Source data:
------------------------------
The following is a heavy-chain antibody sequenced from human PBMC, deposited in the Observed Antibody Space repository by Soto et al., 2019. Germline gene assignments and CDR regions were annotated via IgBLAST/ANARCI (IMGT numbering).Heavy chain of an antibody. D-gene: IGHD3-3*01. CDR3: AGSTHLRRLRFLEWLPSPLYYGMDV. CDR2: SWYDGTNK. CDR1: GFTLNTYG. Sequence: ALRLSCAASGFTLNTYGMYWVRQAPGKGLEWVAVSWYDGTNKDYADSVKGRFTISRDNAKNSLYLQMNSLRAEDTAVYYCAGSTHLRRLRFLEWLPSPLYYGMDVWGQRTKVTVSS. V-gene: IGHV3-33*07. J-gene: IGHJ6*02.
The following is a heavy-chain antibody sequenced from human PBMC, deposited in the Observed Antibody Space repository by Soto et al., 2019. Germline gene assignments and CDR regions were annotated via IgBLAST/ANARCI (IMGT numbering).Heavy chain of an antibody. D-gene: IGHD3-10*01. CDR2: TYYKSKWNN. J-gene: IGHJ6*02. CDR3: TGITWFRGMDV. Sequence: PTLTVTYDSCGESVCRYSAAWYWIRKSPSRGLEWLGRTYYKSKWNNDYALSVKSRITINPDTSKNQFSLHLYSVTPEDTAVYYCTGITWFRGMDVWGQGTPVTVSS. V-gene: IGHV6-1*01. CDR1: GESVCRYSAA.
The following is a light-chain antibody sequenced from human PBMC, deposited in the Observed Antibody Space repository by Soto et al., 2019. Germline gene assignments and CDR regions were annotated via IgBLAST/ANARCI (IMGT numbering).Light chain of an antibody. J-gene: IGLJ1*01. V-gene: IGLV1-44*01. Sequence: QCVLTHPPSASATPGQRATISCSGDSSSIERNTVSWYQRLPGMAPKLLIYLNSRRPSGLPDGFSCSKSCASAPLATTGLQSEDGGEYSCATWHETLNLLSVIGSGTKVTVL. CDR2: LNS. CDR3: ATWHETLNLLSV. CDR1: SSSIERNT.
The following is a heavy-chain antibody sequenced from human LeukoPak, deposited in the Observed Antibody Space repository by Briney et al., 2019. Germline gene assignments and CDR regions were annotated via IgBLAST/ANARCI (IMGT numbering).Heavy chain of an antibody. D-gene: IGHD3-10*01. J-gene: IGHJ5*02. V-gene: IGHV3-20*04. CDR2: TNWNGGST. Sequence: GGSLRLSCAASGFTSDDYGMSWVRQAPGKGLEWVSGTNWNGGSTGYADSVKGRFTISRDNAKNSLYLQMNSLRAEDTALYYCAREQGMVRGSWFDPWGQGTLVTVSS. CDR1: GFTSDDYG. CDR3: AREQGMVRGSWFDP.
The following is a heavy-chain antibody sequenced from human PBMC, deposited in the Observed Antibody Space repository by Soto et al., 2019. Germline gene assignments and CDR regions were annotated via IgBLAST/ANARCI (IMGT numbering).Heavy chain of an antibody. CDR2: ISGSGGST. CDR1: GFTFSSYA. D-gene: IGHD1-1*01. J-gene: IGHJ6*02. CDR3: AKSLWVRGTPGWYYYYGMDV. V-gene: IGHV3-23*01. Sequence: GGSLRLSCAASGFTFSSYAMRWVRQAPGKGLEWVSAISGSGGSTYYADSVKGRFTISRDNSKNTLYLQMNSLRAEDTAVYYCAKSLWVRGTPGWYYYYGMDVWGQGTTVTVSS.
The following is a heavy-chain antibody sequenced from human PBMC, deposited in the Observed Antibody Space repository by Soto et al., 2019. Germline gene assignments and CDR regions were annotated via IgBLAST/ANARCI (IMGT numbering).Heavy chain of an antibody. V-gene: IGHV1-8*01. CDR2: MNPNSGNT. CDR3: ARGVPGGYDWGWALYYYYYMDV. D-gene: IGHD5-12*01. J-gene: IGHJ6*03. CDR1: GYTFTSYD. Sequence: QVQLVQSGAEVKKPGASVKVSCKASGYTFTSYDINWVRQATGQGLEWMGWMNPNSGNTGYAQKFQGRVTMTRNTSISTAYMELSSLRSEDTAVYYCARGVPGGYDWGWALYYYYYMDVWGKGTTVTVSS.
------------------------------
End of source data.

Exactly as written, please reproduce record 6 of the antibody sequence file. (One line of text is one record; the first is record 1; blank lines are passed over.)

The following is a heavy-chain antibody sequenced from human PBMC, deposited in the Observed Antibody Space repository by Soto et al., 2019. Germline gene assignments and CDR regions were annotated via IgBLAST/ANARCI (IMGT numbering).Heavy chain of an antibody. V-gene: IGHV1-8*01. CDR2: MNPNSGNT. CDR3: ARGVPGGYDWGWALYYYYYMDV. D-gene: IGHD5-12*01. J-gene: IGHJ6*03. CDR1: GYTFTSYD. Sequence: QVQLVQSGAEVKKPGASVKVSCKASGYTFTSYDINWVRQATGQGLEWMGWMNPNSGNTGYAQKFQGRVTMTRNTSISTAYMELSSLRSEDTAVYYCARGVPGGYDWGWALYYYYYMDVWGKGTTVTVSS.